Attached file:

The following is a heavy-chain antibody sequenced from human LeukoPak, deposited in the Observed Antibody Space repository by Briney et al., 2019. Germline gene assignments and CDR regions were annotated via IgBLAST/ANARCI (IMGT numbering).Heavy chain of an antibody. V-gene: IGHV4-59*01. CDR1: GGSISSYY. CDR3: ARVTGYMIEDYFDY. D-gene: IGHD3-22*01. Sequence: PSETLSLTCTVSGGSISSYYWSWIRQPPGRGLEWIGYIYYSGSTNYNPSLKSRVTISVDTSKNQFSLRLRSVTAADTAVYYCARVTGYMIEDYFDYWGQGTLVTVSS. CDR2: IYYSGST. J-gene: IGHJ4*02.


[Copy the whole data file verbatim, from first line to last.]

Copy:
The following is a heavy-chain antibody sequenced from human LeukoPak, deposited in the Observed Antibody Space repository by Briney et al., 2019. Germline gene assignments and CDR regions were annotated via IgBLAST/ANARCI (IMGT numbering).Heavy chain of an antibody. V-gene: IGHV4-59*01. CDR1: GGSISSYY. CDR3: ARVTGYMIEDYFDY. D-gene: IGHD3-22*01. Sequence: PSETLSLTCTVSGGSISSYYWSWIRQPPGRGLEWIGYIYYSGSTNYNPSLKSRVTISVDTSKNQFSLRLRSVTAADTAVYYCARVTGYMIEDYFDYWGQGTLVTVSS. CDR2: IYYSGST. J-gene: IGHJ4*02.